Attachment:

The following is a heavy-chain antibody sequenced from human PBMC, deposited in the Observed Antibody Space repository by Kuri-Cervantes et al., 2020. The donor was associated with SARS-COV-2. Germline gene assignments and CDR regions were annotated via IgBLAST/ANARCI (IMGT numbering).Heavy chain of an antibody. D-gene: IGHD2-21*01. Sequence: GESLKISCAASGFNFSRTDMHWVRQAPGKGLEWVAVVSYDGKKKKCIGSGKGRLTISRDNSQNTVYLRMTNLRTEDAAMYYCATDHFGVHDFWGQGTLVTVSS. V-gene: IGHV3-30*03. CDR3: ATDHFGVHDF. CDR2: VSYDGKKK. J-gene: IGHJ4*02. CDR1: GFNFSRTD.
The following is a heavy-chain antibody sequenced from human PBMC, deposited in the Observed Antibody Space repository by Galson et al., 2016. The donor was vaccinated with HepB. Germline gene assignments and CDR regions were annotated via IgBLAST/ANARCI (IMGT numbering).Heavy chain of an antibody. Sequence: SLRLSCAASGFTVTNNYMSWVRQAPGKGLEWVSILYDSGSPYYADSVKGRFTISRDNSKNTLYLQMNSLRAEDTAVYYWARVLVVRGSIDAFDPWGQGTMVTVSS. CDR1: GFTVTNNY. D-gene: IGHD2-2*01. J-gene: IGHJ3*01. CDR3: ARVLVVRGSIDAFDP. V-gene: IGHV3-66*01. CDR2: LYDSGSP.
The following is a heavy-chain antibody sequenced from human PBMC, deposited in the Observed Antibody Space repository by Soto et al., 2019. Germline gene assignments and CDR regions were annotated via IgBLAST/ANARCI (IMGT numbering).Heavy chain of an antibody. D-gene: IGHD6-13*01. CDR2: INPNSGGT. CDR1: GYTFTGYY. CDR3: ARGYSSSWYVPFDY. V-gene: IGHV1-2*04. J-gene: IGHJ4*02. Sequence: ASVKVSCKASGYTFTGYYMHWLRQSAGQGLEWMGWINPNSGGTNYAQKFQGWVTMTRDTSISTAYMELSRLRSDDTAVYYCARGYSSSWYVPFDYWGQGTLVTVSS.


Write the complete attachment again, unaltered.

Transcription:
The following is a heavy-chain antibody sequenced from human PBMC, deposited in the Observed Antibody Space repository by Kuri-Cervantes et al., 2020. The donor was associated with SARS-COV-2. Germline gene assignments and CDR regions were annotated via IgBLAST/ANARCI (IMGT numbering).Heavy chain of an antibody. D-gene: IGHD2-21*01. Sequence: GESLKISCAASGFNFSRTDMHWVRQAPGKGLEWVAVVSYDGKKKKCIGSGKGRLTISRDNSQNTVYLRMTNLRTEDAAMYYCATDHFGVHDFWGQGTLVTVSS. V-gene: IGHV3-30*03. CDR3: ATDHFGVHDF. CDR2: VSYDGKKK. J-gene: IGHJ4*02. CDR1: GFNFSRTD.
The following is a heavy-chain antibody sequenced from human PBMC, deposited in the Observed Antibody Space repository by Galson et al., 2016. The donor was vaccinated with HepB. Germline gene assignments and CDR regions were annotated via IgBLAST/ANARCI (IMGT numbering).Heavy chain of an antibody. Sequence: SLRLSCAASGFTVTNNYMSWVRQAPGKGLEWVSILYDSGSPYYADSVKGRFTISRDNSKNTLYLQMNSLRAEDTAVYYWARVLVVRGSIDAFDPWGQGTMVTVSS. CDR1: GFTVTNNY. D-gene: IGHD2-2*01. J-gene: IGHJ3*01. CDR3: ARVLVVRGSIDAFDP. V-gene: IGHV3-66*01. CDR2: LYDSGSP.
The following is a heavy-chain antibody sequenced from human PBMC, deposited in the Observed Antibody Space repository by Soto et al., 2019. Germline gene assignments and CDR regions were annotated via IgBLAST/ANARCI (IMGT numbering).Heavy chain of an antibody. D-gene: IGHD6-13*01. CDR2: INPNSGGT. CDR1: GYTFTGYY. CDR3: ARGYSSSWYVPFDY. V-gene: IGHV1-2*04. J-gene: IGHJ4*02. Sequence: ASVKVSCKASGYTFTGYYMHWLRQSAGQGLEWMGWINPNSGGTNYAQKFQGWVTMTRDTSISTAYMELSRLRSDDTAVYYCARGYSSSWYVPFDYWGQGTLVTVSS.